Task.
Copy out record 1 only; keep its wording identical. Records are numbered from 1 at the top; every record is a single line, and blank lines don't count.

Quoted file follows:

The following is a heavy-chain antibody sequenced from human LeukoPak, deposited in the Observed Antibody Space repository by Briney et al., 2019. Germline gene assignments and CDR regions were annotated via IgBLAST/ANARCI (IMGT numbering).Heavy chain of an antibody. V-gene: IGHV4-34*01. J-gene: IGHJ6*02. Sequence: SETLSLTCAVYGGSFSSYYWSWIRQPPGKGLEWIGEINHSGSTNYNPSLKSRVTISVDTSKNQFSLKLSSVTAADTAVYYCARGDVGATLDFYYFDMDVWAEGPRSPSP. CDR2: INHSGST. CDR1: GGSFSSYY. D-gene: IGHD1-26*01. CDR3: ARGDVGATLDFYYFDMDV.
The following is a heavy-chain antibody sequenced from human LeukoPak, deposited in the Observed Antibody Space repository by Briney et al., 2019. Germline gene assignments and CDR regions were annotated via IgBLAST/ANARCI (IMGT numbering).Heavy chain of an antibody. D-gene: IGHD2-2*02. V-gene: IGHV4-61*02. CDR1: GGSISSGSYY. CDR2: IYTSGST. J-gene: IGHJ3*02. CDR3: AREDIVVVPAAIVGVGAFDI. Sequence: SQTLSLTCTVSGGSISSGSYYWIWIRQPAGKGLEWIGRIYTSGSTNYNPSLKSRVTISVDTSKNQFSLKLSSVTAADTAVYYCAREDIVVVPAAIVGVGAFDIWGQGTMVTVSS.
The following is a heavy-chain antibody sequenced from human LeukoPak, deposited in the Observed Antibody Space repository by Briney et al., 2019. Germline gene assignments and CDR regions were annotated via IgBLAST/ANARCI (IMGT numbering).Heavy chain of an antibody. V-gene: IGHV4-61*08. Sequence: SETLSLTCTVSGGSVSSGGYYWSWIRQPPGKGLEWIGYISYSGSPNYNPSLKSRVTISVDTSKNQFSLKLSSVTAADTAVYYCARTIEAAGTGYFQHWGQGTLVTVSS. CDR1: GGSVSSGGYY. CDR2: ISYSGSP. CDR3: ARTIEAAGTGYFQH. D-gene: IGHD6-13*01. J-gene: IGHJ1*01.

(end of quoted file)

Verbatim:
The following is a heavy-chain antibody sequenced from human LeukoPak, deposited in the Observed Antibody Space repository by Briney et al., 2019. Germline gene assignments and CDR regions were annotated via IgBLAST/ANARCI (IMGT numbering).Heavy chain of an antibody. V-gene: IGHV4-34*01. J-gene: IGHJ6*02. Sequence: SETLSLTCAVYGGSFSSYYWSWIRQPPGKGLEWIGEINHSGSTNYNPSLKSRVTISVDTSKNQFSLKLSSVTAADTAVYYCARGDVGATLDFYYFDMDVWAEGPRSPSP. CDR2: INHSGST. CDR1: GGSFSSYY. D-gene: IGHD1-26*01. CDR3: ARGDVGATLDFYYFDMDV.